I don't believe Apple has any ownership of ARM anymore despite they were one of the founders (Acorn, Apple, and VLSI). Pretty sure they divested themselves early in Jobs' return to Apple as one way to get cash back to fund Apple's "rebirth". They are now licensees like many others. Of course, they are also the first ones to bring a product to market with the 64 bit core / architecture.
Why would you make such a terrible investment? From your perspective, Apple is a financially mismanaged company yet you invested your own money in them. That makes no sense, so it must mean that it would make no sense to follow your other financial advice.
I am torn. On the one hand, many of the things he says in his letter are true. I also agree that Apple should be buying back its shares. That being true, I'm so opposed to short term investors (of which he is one, despite his characterization otherwise, because no investment company is really a long term investor) trying to manage from the shareholder perspective that I will not support his proposal. The only people who have demonstrated a true commitment to Apple's...
I'm so pissed. I had submitted an idea for this "real life example" ad campaign. It's all about how I use my iPad to stalk women. Last time was when I totally picked up this girl on a ski lift and later showed her how I had made collages of her photos and created a virtual "wall" of her photos with little pins to hold them up. True story.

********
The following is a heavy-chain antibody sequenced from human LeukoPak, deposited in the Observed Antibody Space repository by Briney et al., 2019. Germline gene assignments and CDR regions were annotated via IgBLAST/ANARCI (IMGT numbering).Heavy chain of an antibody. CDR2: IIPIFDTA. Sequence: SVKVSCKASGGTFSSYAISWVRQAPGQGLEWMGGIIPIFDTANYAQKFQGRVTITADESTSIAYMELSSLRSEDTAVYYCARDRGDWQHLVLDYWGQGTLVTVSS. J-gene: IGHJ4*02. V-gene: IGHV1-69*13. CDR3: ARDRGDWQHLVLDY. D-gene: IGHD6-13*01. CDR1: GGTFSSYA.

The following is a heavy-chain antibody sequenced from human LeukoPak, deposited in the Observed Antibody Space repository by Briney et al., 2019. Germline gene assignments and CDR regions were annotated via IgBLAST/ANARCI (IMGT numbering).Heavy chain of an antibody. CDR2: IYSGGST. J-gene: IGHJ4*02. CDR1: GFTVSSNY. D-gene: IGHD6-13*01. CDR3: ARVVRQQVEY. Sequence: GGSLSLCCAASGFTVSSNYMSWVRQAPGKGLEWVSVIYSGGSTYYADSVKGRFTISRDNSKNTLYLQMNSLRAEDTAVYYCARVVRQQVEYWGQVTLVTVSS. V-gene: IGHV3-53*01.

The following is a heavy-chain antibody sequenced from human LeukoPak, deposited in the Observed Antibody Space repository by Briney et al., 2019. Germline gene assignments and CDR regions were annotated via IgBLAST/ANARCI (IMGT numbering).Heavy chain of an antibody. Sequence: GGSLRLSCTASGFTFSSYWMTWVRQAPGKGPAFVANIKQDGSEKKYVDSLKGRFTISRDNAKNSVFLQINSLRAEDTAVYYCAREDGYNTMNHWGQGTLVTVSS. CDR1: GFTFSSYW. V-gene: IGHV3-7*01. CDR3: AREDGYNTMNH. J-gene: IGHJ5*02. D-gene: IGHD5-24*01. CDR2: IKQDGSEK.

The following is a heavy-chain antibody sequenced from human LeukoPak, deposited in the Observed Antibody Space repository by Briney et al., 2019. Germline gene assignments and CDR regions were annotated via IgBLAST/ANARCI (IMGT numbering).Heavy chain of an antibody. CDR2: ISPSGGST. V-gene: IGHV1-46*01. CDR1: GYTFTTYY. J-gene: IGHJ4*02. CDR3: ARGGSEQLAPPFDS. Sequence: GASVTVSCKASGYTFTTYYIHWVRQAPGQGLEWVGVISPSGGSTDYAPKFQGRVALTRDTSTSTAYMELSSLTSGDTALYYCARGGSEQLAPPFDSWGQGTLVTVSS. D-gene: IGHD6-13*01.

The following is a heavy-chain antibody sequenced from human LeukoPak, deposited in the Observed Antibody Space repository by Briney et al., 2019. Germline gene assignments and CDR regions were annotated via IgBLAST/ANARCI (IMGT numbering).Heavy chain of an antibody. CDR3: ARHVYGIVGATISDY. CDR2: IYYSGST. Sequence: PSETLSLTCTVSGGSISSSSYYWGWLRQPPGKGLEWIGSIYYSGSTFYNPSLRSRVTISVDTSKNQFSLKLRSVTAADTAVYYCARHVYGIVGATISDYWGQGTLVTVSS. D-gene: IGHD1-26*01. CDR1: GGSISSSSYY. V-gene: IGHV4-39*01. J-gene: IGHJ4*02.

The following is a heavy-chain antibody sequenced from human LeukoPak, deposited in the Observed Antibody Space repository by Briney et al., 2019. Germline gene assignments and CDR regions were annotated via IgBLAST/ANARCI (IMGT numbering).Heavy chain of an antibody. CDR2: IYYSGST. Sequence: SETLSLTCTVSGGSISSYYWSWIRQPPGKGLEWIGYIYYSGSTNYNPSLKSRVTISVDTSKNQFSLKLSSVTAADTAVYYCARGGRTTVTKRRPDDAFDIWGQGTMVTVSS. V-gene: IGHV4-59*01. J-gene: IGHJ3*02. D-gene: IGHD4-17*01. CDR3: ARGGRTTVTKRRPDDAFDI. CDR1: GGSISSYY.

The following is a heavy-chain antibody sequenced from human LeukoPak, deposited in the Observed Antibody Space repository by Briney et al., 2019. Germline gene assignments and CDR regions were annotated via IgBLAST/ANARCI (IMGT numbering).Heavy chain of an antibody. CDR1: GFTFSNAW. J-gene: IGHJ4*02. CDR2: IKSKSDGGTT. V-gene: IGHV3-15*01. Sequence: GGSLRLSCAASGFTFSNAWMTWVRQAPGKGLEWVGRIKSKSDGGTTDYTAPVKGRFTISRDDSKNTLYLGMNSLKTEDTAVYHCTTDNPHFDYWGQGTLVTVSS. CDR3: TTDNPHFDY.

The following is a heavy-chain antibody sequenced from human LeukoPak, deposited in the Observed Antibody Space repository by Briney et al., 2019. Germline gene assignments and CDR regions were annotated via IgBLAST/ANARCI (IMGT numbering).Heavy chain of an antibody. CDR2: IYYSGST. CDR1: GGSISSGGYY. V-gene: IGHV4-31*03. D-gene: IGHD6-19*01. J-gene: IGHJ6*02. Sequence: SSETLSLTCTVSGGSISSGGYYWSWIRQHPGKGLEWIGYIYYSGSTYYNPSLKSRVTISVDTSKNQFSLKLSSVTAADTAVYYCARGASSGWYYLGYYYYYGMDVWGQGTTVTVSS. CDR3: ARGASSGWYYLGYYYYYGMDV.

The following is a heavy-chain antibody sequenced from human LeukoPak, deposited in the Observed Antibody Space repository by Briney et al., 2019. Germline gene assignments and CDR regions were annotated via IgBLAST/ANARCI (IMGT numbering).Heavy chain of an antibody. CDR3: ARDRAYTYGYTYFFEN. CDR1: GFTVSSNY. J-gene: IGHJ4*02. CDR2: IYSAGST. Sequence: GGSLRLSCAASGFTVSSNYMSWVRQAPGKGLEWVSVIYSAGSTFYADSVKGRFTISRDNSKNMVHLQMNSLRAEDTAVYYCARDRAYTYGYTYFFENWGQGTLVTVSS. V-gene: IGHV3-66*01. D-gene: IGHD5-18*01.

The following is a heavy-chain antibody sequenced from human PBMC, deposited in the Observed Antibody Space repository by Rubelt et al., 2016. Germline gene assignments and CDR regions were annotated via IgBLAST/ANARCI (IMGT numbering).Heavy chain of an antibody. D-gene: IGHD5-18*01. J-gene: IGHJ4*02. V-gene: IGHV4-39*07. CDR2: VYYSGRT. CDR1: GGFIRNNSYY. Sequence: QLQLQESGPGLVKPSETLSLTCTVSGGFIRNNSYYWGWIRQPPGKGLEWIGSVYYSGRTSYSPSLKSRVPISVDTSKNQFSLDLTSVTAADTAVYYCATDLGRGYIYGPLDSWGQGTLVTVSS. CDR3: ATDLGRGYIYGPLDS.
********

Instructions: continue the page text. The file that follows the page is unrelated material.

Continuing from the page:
I consider myself adept at sarcasm detection, but that's pretty borderline. Some might take it seriously, thinking Nest really is a thermostat company. Just like Apple is a smartphone company or a PC vendor.
I think if Apple enters this market, the watches will be "normal" looking instead of the ongoing parade of monstrosities that everyone else keeps introducing. Hopefully it will just be a screen (round) with a BLE connection to the iPhone.
Pretty much confirms everything Jobs claimed - that Android was just a knockoff of iOS and the iPhone. What is interesting though, is that it seems to disprove the allegation that Eric Schmidt, who was on Apple's board at the time, was passing along iPhone information to Google ... at least prior to the public unveiling. Not sure how much the board knew about the iPhone before the unveiling, but it appears the Google engineers didn't know about it beforehand.